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“What strange events can strike with more

surprise, Than those which lately struck thy wondering

eyes? Yet, taught by these, confess the Almighty just, And where you can't unriddle, learn to trust! “The great, vain man, who fared on costly

food, Whose life was too luxurious to be good; Who made his ivory stands with goblets shine, And forced his guests to morning draughts of

wine, Has, with the cup, the graceless custom lost, And still he welcomes, but with less of cost. “The mean, suspicious wretch, whose bolted

door Ne'er moved in duty to the wandering poor; With him I left the cup, to teach his mind That Heaven can bless, if mortals will be kind. Conscious of wanting worth, he views the bowl, And feels compassion touch his grateful soul. Thus artists melt the sullen ore of lead, With heaping coals of fire upon its head; In the kind warmth the metal learns to glow, And loose from dross the silver runs below.

“Long had our pious friend in virtue trod, But now the child half weaned his heart from

God; (Child of his age) for him he lived in pain, And measured back his steps to Earth again.

To what excesses had his dotage run ?
But God, to save the father, took the son.
To all but thee, in fits he seemed to go,
(And 'twas my ministry to deal the blow,)
The poor fond parent, humbled in the dust,
Now owns in tears the punishment was just.

“But now had all his fortune felt a wrack,
Had that false servant sped in safety back;
This night his treasured heaps he meant to steal,
And what a fund of charity would fail !
Thus Heaven instructs thy mind; this trial o'er,
Depart in peace, resign, and sin no more."

On sounding pinions here the youth withdrew, The sage stood wondering as the seraph flew.

Thus looked Elisha when, to mount on high, His Master took the chariot of the sky; The fiery pomp ascending left to view; The prophet gazed, and wished to follow too.

The bending hermit here a prayer begun, Lord ! as in Heaven, on Earth thy will be

done.Then gladly turning, sought his ancient place, And passed a life of piety and peace.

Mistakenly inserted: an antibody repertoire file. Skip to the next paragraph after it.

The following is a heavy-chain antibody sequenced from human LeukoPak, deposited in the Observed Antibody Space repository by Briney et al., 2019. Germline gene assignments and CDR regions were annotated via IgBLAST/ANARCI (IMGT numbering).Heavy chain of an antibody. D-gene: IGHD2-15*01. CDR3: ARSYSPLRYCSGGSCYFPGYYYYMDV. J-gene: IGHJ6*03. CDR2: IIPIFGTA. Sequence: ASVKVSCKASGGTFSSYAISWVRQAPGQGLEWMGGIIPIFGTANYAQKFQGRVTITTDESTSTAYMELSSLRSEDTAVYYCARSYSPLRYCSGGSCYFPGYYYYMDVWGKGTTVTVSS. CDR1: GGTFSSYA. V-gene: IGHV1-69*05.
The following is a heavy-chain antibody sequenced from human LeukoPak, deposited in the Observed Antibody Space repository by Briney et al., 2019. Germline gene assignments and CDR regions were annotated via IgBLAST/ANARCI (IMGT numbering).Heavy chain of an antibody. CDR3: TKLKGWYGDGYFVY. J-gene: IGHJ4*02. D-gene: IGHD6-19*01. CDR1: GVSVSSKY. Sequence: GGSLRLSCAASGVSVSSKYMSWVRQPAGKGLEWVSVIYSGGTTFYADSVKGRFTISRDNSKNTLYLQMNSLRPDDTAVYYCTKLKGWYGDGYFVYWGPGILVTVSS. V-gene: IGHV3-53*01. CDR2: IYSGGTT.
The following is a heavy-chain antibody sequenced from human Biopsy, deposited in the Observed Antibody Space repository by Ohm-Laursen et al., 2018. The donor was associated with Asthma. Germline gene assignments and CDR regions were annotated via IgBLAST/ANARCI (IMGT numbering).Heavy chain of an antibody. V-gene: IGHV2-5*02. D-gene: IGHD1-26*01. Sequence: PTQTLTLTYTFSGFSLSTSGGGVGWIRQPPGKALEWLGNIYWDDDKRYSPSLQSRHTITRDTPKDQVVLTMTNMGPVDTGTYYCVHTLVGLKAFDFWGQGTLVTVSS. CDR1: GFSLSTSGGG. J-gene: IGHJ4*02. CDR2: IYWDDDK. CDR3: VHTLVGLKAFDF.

When the sheep are in the fauld,* and the kyet

at hame, And all the world to sleep are gane, The woes of my heart fall in showers frae

my e’e, While my gudeman lies sound by ine.

Young Jamie lo'ed me weel, and sought me for

his bride, But saving a crown he had naething mair beside. To make the crown a pound, my Jamie gaed to

- sea; And the crown and the pound were baith for


He hadna been gane a week but only twa, When my father brak his arm, and our cow

was stown g awa; My mother she fell sick, and my Jamie at

the sea ; And auld Robin Gray came a-courting me! * Fold. + Cows. From. Stolen.

My father couldna work, my mother couldna

spin ; I toiled day and night, but their bread I couldna

win; Auld Rob maintained them baith, and, wi' tears

in his ee, Said : “ Jenaie for their sakes, will you no

marry me?”

My heart it said na–I look'd for Jamie back; But the wind it blew high, and the ship it was

a wrack; His ship it was a wrack-why didna Jeanie

dee? Oh! why do I live to say "Wae's me ?"

My father argued sair ; my mother didna speak, But she looked in my face, till my heart was

like to break; So they gi’ed him my hand, though my heart

was at the sea; And auld Robin Gray is gudeman to me.

I hadna been a wife a week but only four,
When, mournful as I sat on the stane at the


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Oh sair did we greet,t and mickle# did we

say; Wc took but ae kiss and we tore ourselves

away. I wish that I were dead, but I'm no like to dee; Oh! why was I born to say, “Wae's me!”

I gang like a ghaist, and I carena to spin,
I darena think on Jamie, for that would be a

sin : But I will do my best a gude wife ayc to be, For auld Robin Gray, is a kind gudeman to me.

Lody Anne Lindsay.

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